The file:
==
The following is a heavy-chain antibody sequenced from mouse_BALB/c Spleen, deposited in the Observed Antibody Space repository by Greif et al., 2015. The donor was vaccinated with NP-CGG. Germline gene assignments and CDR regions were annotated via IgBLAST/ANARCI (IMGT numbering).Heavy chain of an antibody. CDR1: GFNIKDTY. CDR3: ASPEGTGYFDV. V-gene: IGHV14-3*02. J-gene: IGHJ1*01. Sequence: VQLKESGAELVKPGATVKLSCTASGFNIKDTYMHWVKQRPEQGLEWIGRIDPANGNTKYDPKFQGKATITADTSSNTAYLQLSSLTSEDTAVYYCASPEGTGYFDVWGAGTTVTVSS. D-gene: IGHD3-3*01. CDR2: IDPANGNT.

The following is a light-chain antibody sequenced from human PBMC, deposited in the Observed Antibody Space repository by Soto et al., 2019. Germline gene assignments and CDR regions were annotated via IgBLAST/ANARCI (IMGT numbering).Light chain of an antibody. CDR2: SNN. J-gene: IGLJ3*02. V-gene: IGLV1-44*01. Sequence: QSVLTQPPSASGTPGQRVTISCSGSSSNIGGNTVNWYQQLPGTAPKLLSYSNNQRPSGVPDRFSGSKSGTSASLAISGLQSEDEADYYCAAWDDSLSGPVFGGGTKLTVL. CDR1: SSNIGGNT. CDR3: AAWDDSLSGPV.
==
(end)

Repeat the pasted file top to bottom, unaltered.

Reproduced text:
The following is a heavy-chain antibody sequenced from mouse_BALB/c Spleen, deposited in the Observed Antibody Space repository by Greif et al., 2015. The donor was vaccinated with NP-CGG. Germline gene assignments and CDR regions were annotated via IgBLAST/ANARCI (IMGT numbering).Heavy chain of an antibody. CDR1: GFNIKDTY. CDR3: ASPEGTGYFDV. V-gene: IGHV14-3*02. J-gene: IGHJ1*01. Sequence: VQLKESGAELVKPGATVKLSCTASGFNIKDTYMHWVKQRPEQGLEWIGRIDPANGNTKYDPKFQGKATITADTSSNTAYLQLSSLTSEDTAVYYCASPEGTGYFDVWGAGTTVTVSS. D-gene: IGHD3-3*01. CDR2: IDPANGNT.

The following is a light-chain antibody sequenced from human PBMC, deposited in the Observed Antibody Space repository by Soto et al., 2019. Germline gene assignments and CDR regions were annotated via IgBLAST/ANARCI (IMGT numbering).Light chain of an antibody. CDR2: SNN. J-gene: IGLJ3*02. V-gene: IGLV1-44*01. Sequence: QSVLTQPPSASGTPGQRVTISCSGSSSNIGGNTVNWYQQLPGTAPKLLSYSNNQRPSGVPDRFSGSKSGTSASLAISGLQSEDEADYYCAAWDDSLSGPVFGGGTKLTVL. CDR1: SSNIGGNT. CDR3: AAWDDSLSGPV.